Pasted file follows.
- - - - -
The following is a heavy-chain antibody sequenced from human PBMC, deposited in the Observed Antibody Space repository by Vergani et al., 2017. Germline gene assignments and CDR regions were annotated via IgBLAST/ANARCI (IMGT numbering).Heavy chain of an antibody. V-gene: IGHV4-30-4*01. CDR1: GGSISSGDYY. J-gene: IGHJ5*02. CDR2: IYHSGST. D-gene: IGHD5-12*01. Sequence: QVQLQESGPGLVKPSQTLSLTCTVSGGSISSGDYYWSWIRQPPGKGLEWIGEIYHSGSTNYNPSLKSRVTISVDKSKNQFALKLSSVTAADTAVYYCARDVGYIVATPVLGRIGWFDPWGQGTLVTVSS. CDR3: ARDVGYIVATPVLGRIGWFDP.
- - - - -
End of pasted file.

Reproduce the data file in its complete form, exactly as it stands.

The following is a heavy-chain antibody sequenced from human PBMC, deposited in the Observed Antibody Space repository by Vergani et al., 2017. Germline gene assignments and CDR regions were annotated via IgBLAST/ANARCI (IMGT numbering).Heavy chain of an antibody. V-gene: IGHV4-30-4*01. CDR1: GGSISSGDYY. J-gene: IGHJ5*02. CDR2: IYHSGST. D-gene: IGHD5-12*01. Sequence: QVQLQESGPGLVKPSQTLSLTCTVSGGSISSGDYYWSWIRQPPGKGLEWIGEIYHSGSTNYNPSLKSRVTISVDKSKNQFALKLSSVTAADTAVYYCARDVGYIVATPVLGRIGWFDPWGQGTLVTVSS. CDR3: ARDVGYIVATPVLGRIGWFDP.